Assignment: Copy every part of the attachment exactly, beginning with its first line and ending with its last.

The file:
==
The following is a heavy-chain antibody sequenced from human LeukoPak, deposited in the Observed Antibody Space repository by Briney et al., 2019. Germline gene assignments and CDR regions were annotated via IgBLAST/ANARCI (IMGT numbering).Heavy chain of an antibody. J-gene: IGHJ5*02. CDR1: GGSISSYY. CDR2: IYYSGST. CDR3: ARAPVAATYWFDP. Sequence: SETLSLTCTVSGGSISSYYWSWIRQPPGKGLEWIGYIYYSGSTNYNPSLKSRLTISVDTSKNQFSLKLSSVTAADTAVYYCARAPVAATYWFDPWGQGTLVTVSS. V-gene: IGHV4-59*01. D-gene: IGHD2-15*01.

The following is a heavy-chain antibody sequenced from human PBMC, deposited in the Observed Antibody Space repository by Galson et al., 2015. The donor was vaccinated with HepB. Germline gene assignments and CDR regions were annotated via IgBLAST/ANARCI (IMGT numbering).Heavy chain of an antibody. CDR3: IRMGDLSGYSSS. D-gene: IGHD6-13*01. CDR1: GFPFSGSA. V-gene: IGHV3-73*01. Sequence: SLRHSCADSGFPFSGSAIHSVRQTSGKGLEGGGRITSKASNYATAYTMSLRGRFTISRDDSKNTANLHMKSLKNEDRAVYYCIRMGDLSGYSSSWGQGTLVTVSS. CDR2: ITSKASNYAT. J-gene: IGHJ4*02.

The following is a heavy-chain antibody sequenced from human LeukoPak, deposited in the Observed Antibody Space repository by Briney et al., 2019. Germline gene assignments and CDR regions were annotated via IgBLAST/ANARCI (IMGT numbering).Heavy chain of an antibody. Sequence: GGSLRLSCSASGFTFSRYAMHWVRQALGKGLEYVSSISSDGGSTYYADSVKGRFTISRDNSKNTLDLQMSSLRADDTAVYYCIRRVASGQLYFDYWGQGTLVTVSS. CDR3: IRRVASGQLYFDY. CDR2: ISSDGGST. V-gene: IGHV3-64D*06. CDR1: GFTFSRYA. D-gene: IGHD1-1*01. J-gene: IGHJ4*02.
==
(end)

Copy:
The following is a heavy-chain antibody sequenced from human LeukoPak, deposited in the Observed Antibody Space repository by Briney et al., 2019. Germline gene assignments and CDR regions were annotated via IgBLAST/ANARCI (IMGT numbering).Heavy chain of an antibody. J-gene: IGHJ5*02. CDR1: GGSISSYY. CDR2: IYYSGST. CDR3: ARAPVAATYWFDP. Sequence: SETLSLTCTVSGGSISSYYWSWIRQPPGKGLEWIGYIYYSGSTNYNPSLKSRLTISVDTSKNQFSLKLSSVTAADTAVYYCARAPVAATYWFDPWGQGTLVTVSS. V-gene: IGHV4-59*01. D-gene: IGHD2-15*01.

The following is a heavy-chain antibody sequenced from human PBMC, deposited in the Observed Antibody Space repository by Galson et al., 2015. The donor was vaccinated with HepB. Germline gene assignments and CDR regions were annotated via IgBLAST/ANARCI (IMGT numbering).Heavy chain of an antibody. CDR3: IRMGDLSGYSSS. D-gene: IGHD6-13*01. CDR1: GFPFSGSA. V-gene: IGHV3-73*01. Sequence: SLRHSCADSGFPFSGSAIHSVRQTSGKGLEGGGRITSKASNYATAYTMSLRGRFTISRDDSKNTANLHMKSLKNEDRAVYYCIRMGDLSGYSSSWGQGTLVTVSS. CDR2: ITSKASNYAT. J-gene: IGHJ4*02.

The following is a heavy-chain antibody sequenced from human LeukoPak, deposited in the Observed Antibody Space repository by Briney et al., 2019. Germline gene assignments and CDR regions were annotated via IgBLAST/ANARCI (IMGT numbering).Heavy chain of an antibody. Sequence: GGSLRLSCSASGFTFSRYAMHWVRQALGKGLEYVSSISSDGGSTYYADSVKGRFTISRDNSKNTLDLQMSSLRADDTAVYYCIRRVASGQLYFDYWGQGTLVTVSS. CDR3: IRRVASGQLYFDY. CDR2: ISSDGGST. V-gene: IGHV3-64D*06. CDR1: GFTFSRYA. D-gene: IGHD1-1*01. J-gene: IGHJ4*02.